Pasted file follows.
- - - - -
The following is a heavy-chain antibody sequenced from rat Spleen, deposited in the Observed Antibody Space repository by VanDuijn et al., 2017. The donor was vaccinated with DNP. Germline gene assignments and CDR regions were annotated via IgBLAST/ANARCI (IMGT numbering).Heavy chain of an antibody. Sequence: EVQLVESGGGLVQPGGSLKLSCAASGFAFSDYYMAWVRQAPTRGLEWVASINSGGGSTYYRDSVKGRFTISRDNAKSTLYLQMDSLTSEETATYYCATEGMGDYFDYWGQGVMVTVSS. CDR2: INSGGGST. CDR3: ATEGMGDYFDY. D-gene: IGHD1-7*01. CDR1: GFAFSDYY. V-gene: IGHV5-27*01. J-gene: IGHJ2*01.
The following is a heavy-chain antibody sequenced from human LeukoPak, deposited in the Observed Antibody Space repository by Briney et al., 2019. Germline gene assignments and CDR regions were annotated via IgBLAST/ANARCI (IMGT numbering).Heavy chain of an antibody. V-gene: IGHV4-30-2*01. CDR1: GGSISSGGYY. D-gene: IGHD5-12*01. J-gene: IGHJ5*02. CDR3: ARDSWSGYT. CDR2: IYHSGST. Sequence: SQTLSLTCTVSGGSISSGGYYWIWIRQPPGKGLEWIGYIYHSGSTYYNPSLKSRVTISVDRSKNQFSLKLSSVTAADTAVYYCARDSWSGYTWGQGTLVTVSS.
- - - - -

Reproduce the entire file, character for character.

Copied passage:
The following is a heavy-chain antibody sequenced from rat Spleen, deposited in the Observed Antibody Space repository by VanDuijn et al., 2017. The donor was vaccinated with DNP. Germline gene assignments and CDR regions were annotated via IgBLAST/ANARCI (IMGT numbering).Heavy chain of an antibody. Sequence: EVQLVESGGGLVQPGGSLKLSCAASGFAFSDYYMAWVRQAPTRGLEWVASINSGGGSTYYRDSVKGRFTISRDNAKSTLYLQMDSLTSEETATYYCATEGMGDYFDYWGQGVMVTVSS. CDR2: INSGGGST. CDR3: ATEGMGDYFDY. D-gene: IGHD1-7*01. CDR1: GFAFSDYY. V-gene: IGHV5-27*01. J-gene: IGHJ2*01.
The following is a heavy-chain antibody sequenced from human LeukoPak, deposited in the Observed Antibody Space repository by Briney et al., 2019. Germline gene assignments and CDR regions were annotated via IgBLAST/ANARCI (IMGT numbering).Heavy chain of an antibody. V-gene: IGHV4-30-2*01. CDR1: GGSISSGGYY. D-gene: IGHD5-12*01. J-gene: IGHJ5*02. CDR3: ARDSWSGYT. CDR2: IYHSGST. Sequence: SQTLSLTCTVSGGSISSGGYYWIWIRQPPGKGLEWIGYIYHSGSTYYNPSLKSRVTISVDRSKNQFSLKLSSVTAADTAVYYCARDSWSGYTWGQGTLVTVSS.